GFI’s Ground Fault Interrupters

The Ground Fault Circuit Interrupter (GFCI) is an electrical outlet that detects very small leakage of electricity and very quickly shuts off power. It does this so quickly and with such such small current flows that accidental death from electrical shock is prevented.Newer homes all have them in the kitchen and baths. They are easily identified by the red test button between the two outlets.

You can test the GFCI by plugging in a radio or lamp and pushing in the test button. The reset button should pop out and the power to the outlet go off. If the power doesn’t go off or the reset button won’t stay in there is a problem and you need to have an electrician look at it.

Problems have occasionally been reported when plugging a refrigerator, freezer or other motor-driven appliance into GFI-protected circuits. These appliances generally have a motor that pulls significant startup current. Due to the electrical characteristics of motors, the startup current can look like someone getting electrocuted, causing the protection system to trip. The best remedy is to connect these appliances to a non-GFI outlet.

Usually outlets that are expected to serve such appliances will not have GFI’s installed. The problem most often shows up when putting in an extra refrigerator or freezer.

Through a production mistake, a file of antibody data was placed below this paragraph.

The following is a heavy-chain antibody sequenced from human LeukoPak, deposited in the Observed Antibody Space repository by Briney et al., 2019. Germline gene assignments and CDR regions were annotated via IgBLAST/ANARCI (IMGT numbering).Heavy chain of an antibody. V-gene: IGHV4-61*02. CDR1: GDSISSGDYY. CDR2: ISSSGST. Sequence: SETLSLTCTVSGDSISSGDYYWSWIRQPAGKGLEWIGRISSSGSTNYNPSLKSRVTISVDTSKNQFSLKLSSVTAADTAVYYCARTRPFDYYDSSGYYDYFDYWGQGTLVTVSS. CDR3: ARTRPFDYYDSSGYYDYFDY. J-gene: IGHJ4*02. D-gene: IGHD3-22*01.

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  • I am Ed in Melbourne Fl. I recently purchased a 1989 Meri and the exterior receptacles are not working. The tag says they are on a protected circuit however there are no breakers tripped and I cannot find any GFCI breakers that would control them. Could there be another location for the GFCI? I have no owners manual and the manufacturer is out of business.

  • Hi Ed,

    GFCI can be done via breaker in the panel. It can also be done with a GFCI outlet which means nothing in the panel. That same outlet can allow power to other outlets, both GFCI & normal. I assume you have pushed the reset button on all the GFCI outlets you can find? Has there been any work done “upstream” from these outlets? A problem elsewhere can affect these outlets.

    Given how GFCI work, the potential for interaction with other parts of the electrical system, and the time previous owners have had to do dumb things, I think you will need someone with good electronic testing tools to solve the problem.